this cassette is primarily of a re-release of a hat records LP from pricha amnuaisin and his troupe (A1-A5, B1-B5), which is classic manorah. tacked on the end of each side are manorah-style luk thung singles (and their b-sides) from thitthong nakhonsi and khwannapha ladawan, which seem to have had some degree of local popularity.

this is really extremely rare stuff! most of what i turned up was people asking if anyone had access to it, so i'll be hooking them up post-haste, thanks to you!

artist(s): various

album: เพลงพื้นเมืองภาคใต้ มโนราห์ (phleng phuen mueang phak tai: manorah)


01. ปรีชา อำนวยศิลป์ (pricha amnuaisin) - คำเตือนเพื่อนร่วมชาติ (kham tuean phuen ruam chat)

02. ปรีชา อำนวยศิลป์ (pricha amnuaisin) - กลอนเตือนหญิง (klon tuean ying)

03. ปรีชา อำนวยศิลป์ (pricha amnuaisin) - กลอนวอนพระอินทร์ (klon won phra in)

04. สังเวียน เอ็งเส้ง (sangwian engseng) - ทุกข์ร้อยแปด (thuk roi paet)

05. บำรุง จันทรศาล (bamrung chantharasan) - อวยพรปีใหม่ (uai phon pi mai)

06. ขวัญนภา ลดาวัลย์ (khwannapha ladawan) - พระอภัยเป่าปี่ (phra aphai pao pi)

07. ทิดทอง นครศรี (thitthong nakhonsi) - ปี่พระอภัย (pi phra aphai)

08. บำรุง จันทรศาล (bamrung chantharasan) - กลอนสอนเมีย (klon son mia)

09. บำรุง จันทรศาล (bamrung chantharasan) - กลอนสอนหญิง (klon son ying)

10. นกน้อย ปกาใส (noknoi pakasai) - กลอนสอนเพื่อนหญิง (klon son phuean ying)

11. สังเวียน เอ็งเส้ง (sangwian engseng) - ของแพง (khong phaeng)

12. สังเวียน เอ็งเส้ง (sangwian engseng) - อย่าหลงผิด (ya long phit)

13. ขวัญนภา ลดาวัลย์ (khwannapha ladawan) - มโนราห์-พระสุธน (manorah-phra suthon)

14. ทิดทอง นครศรี (thitthong nakhonsi) - พระสุธน-มโนราห์ (phra suthon-manorah)

Grab this one-of-a-kind treasure here.

Wednesday, November 25, 2020

Wow & Flutter


Three hours of tracks from old Bangladeshi, Brazilian, Egyptian, German, Iraqi, Kenyan, Moroccan, Nigerian, Puerto Rican, Syrian, Thai, Turkish, and Yemeni cassettes

Ould Mbarek & Milouda Ouhada | Great Concert in the City of Khouribga (FLAC re-up)

A re-rip at correct speed in FLAC. Get it here.

Original Post:

Thanks once again to Tim Abdellah Fuson of Moroccan Tape Stash for translation and a bit of context. Take a listen, read a bit, download (link in comments).

A terrific Moroccan cassette with superfine playing, frenetic energy, and expressive vocals. Likely from the late 1980s or early 90s. Tim has posted other rocking examples of Zaêri on MTS; if you like this one, there's a lot more of this kind of thing there. (Though I should admit that I'm altogether unclear what, exactly, Zaêri means.)  

Another incredible gem from last year's massive haul at Naseem Meat Market & Grocery right in in Astoria, Queens.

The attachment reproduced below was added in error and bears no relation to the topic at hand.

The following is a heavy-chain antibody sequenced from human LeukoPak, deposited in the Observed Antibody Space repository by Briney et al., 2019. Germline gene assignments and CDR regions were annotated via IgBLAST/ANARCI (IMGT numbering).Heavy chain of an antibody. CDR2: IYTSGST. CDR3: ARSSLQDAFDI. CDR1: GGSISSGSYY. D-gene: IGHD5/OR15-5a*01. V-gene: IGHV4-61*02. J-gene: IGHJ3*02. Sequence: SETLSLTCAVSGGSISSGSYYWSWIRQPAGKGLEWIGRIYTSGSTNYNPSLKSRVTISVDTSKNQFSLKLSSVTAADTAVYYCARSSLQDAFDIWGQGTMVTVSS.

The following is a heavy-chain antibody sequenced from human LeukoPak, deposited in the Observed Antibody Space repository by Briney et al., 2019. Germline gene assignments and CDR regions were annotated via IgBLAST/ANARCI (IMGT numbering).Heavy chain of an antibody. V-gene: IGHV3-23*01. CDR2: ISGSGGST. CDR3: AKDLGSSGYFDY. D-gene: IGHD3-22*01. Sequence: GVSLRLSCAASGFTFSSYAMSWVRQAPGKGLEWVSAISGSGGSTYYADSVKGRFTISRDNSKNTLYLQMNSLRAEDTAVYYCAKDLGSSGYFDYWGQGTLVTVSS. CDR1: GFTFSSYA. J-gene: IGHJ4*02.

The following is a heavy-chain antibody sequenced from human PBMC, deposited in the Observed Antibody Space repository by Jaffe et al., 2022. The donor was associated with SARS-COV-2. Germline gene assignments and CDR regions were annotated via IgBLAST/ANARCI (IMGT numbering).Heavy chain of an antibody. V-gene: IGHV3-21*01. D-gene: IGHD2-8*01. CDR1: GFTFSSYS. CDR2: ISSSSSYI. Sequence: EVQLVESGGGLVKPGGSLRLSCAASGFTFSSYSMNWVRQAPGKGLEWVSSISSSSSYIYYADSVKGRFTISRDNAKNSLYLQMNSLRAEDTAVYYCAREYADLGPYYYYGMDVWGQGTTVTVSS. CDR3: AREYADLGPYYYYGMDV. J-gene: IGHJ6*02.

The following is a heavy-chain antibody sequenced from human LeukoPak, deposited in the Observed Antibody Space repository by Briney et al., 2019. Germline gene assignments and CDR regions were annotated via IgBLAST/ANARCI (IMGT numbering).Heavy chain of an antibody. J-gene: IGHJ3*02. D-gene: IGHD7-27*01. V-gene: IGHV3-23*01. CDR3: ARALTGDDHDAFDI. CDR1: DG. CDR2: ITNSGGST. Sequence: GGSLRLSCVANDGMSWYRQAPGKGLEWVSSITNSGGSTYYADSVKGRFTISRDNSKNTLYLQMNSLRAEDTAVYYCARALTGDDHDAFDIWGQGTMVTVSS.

Monday, November 23, 2020

Barış Manço ‎| Ben Bilirim (1990) (FLAC)


I found this compilation cassette, published by Yavuz Asöcal in 1990, in a dusty old record and audio parts store in the Kadıköy neighborhood of İstanbul -- a fitting place to pick up a keepsake by one of Turkey's most beloved rockers, given that my primary goal for the day was to visit his old house (now a museum) in the same neighborhood. 

The cassette highlights Manço's 1970s and 80s psychedelic-tinged work, from the scorching Gönül Dağı, to twisted B-sides like Estergon Kalesi, to the disco-era curiosity Fransızca, which closes out Side 2.

I inadvertently picked up a CD of this very same album, but upon listening, the cassette appears to have just slightly superior sonic quality. Which is not to say that it's ideal. The title track that leads off Side 1 is a bit rough-sounding.

But it's listenable. More importantly, it includes some of the greatest rock music ever captured on tape.

Get it here.

Wednesday, November 18, 2020

The Turntablism Album, 1996-2000


Three hours of tracks ripped from turntablism albums published in the last five years of the 20th Century.

Wednesday, November 11, 2020

Pakistan | 7-10 PM EST


Pop, experimental, ghazal, electronic, qawwali, folk, and disco from the Islamic Republic

Sunday, November 8, 2020

Nusrat Fateh Ali Khan & Mujahid Mubarak Ali Khan FLAC


I couldn't find any evidence of this recording anywhere online. It's not even listed on Discogs, although it may well have been recorded around the time of these four other collaborations by the Qawwali cousins

UPDATE: WFMU legend and Give the Drummer Stream Artistic Director (aka my boss) Doug Schulkind found that the three tracks on this cassette also appear on 1978's Supreme Collection Vol.3.

So this recording dates from more than a decade before NFAK would achieve international stardom. 

Instrumentation is sparse: tabla, harmonium, hand-claps, and two of the most expressive voices ever committed to magnetic tape.

The recording is breathtaking, with an earthiness more akin to David Toop's description of Lahore in Exotica than the singer's later collaboration with Eddie Vedder or the Massive Attack remix

Get it here.

Wednesday, November 4, 2020

South Africa | 7-10 PM EST


Three hours of Jazz, pop, kwela, punk, marabi, shangaan electro, and hip-hop from the rainbow nation

Listen to the show in the archives now